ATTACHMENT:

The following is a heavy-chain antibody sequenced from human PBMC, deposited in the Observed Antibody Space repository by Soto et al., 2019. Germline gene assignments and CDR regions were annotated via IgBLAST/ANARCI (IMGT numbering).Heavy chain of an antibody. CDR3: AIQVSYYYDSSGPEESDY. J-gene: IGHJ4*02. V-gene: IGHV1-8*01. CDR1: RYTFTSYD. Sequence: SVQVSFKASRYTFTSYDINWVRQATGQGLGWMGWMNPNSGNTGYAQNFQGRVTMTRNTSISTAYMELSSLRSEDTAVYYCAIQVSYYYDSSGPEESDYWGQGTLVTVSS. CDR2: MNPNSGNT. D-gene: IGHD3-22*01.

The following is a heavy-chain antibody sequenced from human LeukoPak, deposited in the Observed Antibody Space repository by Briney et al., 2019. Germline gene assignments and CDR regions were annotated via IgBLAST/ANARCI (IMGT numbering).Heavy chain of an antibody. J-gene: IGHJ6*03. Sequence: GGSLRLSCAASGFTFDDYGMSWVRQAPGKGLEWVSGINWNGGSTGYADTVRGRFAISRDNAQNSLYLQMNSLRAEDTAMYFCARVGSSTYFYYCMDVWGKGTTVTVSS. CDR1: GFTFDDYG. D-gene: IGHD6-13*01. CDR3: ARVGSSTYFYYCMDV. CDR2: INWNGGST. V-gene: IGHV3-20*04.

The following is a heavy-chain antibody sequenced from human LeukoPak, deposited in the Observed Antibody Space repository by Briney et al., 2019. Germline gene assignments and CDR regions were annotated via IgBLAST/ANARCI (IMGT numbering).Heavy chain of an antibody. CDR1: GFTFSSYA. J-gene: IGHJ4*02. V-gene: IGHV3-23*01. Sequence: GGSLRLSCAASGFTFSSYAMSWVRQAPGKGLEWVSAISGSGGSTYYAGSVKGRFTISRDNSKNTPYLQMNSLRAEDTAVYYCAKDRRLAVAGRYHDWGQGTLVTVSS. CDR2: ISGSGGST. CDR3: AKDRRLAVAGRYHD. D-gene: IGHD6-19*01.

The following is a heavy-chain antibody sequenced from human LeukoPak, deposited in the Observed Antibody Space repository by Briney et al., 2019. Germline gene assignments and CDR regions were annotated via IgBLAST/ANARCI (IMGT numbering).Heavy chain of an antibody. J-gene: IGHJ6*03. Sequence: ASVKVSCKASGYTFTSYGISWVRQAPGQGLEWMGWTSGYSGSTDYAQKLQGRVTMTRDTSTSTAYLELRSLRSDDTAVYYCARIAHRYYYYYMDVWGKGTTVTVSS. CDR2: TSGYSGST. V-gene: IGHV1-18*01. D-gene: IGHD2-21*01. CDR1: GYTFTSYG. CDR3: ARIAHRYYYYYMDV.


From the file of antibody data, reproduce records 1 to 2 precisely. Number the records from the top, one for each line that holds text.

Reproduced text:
The following is a heavy-chain antibody sequenced from human PBMC, deposited in the Observed Antibody Space repository by Soto et al., 2019. Germline gene assignments and CDR regions were annotated via IgBLAST/ANARCI (IMGT numbering).Heavy chain of an antibody. CDR3: AIQVSYYYDSSGPEESDY. J-gene: IGHJ4*02. V-gene: IGHV1-8*01. CDR1: RYTFTSYD. Sequence: SVQVSFKASRYTFTSYDINWVRQATGQGLGWMGWMNPNSGNTGYAQNFQGRVTMTRNTSISTAYMELSSLRSEDTAVYYCAIQVSYYYDSSGPEESDYWGQGTLVTVSS. CDR2: MNPNSGNT. D-gene: IGHD3-22*01.

The following is a heavy-chain antibody sequenced from human LeukoPak, deposited in the Observed Antibody Space repository by Briney et al., 2019. Germline gene assignments and CDR regions were annotated via IgBLAST/ANARCI (IMGT numbering).Heavy chain of an antibody. J-gene: IGHJ6*03. Sequence: GGSLRLSCAASGFTFDDYGMSWVRQAPGKGLEWVSGINWNGGSTGYADTVRGRFAISRDNAQNSLYLQMNSLRAEDTAMYFCARVGSSTYFYYCMDVWGKGTTVTVSS. CDR1: GFTFDDYG. D-gene: IGHD6-13*01. CDR3: ARVGSSTYFYYCMDV. CDR2: INWNGGST. V-gene: IGHV3-20*04.